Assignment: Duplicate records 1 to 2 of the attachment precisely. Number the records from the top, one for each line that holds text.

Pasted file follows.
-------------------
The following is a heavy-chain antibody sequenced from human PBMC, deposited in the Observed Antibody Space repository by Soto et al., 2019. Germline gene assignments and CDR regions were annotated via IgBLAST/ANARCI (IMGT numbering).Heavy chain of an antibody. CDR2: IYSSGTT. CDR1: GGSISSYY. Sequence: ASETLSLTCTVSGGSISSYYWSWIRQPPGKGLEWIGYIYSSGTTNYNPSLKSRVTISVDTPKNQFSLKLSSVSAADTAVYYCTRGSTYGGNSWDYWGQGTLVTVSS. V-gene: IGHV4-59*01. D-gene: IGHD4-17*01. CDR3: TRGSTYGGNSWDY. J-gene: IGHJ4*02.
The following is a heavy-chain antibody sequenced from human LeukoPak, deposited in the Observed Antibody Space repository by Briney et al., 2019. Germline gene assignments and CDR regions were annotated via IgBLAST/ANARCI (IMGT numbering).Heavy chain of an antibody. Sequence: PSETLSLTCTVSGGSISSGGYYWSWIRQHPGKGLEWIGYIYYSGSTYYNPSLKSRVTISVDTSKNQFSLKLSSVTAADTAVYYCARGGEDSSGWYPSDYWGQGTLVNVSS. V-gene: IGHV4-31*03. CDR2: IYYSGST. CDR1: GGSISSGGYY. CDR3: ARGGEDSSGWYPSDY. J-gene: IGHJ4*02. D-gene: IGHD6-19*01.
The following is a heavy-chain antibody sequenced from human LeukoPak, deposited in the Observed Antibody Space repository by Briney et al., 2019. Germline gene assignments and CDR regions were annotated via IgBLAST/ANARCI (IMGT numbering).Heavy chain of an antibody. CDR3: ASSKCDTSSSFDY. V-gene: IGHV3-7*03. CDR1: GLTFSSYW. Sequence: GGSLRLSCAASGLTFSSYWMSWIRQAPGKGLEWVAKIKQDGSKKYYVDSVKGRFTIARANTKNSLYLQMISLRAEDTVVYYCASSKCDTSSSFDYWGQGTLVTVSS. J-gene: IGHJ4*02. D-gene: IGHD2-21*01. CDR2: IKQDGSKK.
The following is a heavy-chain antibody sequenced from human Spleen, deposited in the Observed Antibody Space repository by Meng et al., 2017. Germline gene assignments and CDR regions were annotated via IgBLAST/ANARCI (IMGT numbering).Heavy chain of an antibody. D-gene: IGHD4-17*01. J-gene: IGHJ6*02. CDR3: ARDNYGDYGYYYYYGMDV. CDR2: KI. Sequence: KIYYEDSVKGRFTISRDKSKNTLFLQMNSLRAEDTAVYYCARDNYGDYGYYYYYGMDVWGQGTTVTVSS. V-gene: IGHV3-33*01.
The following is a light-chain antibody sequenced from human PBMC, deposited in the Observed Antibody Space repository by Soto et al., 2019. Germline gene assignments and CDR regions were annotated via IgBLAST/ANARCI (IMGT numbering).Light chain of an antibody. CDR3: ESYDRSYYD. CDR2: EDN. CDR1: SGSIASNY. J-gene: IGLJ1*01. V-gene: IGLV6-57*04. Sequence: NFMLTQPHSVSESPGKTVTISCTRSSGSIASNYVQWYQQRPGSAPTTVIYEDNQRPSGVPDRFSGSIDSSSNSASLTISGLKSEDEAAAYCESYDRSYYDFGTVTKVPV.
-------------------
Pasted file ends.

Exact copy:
The following is a heavy-chain antibody sequenced from human PBMC, deposited in the Observed Antibody Space repository by Soto et al., 2019. Germline gene assignments and CDR regions were annotated via IgBLAST/ANARCI (IMGT numbering).Heavy chain of an antibody. CDR2: IYSSGTT. CDR1: GGSISSYY. Sequence: ASETLSLTCTVSGGSISSYYWSWIRQPPGKGLEWIGYIYSSGTTNYNPSLKSRVTISVDTPKNQFSLKLSSVSAADTAVYYCTRGSTYGGNSWDYWGQGTLVTVSS. V-gene: IGHV4-59*01. D-gene: IGHD4-17*01. CDR3: TRGSTYGGNSWDY. J-gene: IGHJ4*02.
The following is a heavy-chain antibody sequenced from human LeukoPak, deposited in the Observed Antibody Space repository by Briney et al., 2019. Germline gene assignments and CDR regions were annotated via IgBLAST/ANARCI (IMGT numbering).Heavy chain of an antibody. Sequence: PSETLSLTCTVSGGSISSGGYYWSWIRQHPGKGLEWIGYIYYSGSTYYNPSLKSRVTISVDTSKNQFSLKLSSVTAADTAVYYCARGGEDSSGWYPSDYWGQGTLVNVSS. V-gene: IGHV4-31*03. CDR2: IYYSGST. CDR1: GGSISSGGYY. CDR3: ARGGEDSSGWYPSDY. J-gene: IGHJ4*02. D-gene: IGHD6-19*01.